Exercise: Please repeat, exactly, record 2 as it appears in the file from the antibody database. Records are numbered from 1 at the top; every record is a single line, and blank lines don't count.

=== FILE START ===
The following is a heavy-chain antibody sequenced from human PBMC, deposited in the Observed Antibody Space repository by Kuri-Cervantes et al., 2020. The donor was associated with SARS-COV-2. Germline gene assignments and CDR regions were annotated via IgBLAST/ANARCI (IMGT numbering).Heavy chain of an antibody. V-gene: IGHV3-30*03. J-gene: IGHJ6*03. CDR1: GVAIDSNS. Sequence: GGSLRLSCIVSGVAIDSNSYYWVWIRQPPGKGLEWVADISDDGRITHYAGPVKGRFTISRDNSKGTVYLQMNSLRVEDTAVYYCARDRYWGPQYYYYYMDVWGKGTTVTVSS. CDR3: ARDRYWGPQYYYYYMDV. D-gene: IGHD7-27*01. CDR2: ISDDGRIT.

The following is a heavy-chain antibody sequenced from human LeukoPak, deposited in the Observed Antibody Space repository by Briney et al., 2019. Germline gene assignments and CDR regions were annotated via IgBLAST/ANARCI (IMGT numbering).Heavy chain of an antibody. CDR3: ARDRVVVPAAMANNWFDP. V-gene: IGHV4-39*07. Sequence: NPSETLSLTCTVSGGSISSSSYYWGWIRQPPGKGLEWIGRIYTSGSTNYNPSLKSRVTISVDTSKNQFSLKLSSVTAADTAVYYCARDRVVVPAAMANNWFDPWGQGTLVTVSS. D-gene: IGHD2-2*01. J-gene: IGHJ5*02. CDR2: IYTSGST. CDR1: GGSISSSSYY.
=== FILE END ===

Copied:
The following is a heavy-chain antibody sequenced from human LeukoPak, deposited in the Observed Antibody Space repository by Briney et al., 2019. Germline gene assignments and CDR regions were annotated via IgBLAST/ANARCI (IMGT numbering).Heavy chain of an antibody. CDR3: ARDRVVVPAAMANNWFDP. V-gene: IGHV4-39*07. Sequence: NPSETLSLTCTVSGGSISSSSYYWGWIRQPPGKGLEWIGRIYTSGSTNYNPSLKSRVTISVDTSKNQFSLKLSSVTAADTAVYYCARDRVVVPAAMANNWFDPWGQGTLVTVSS. D-gene: IGHD2-2*01. J-gene: IGHJ5*02. CDR2: IYTSGST. CDR1: GGSISSSSYY.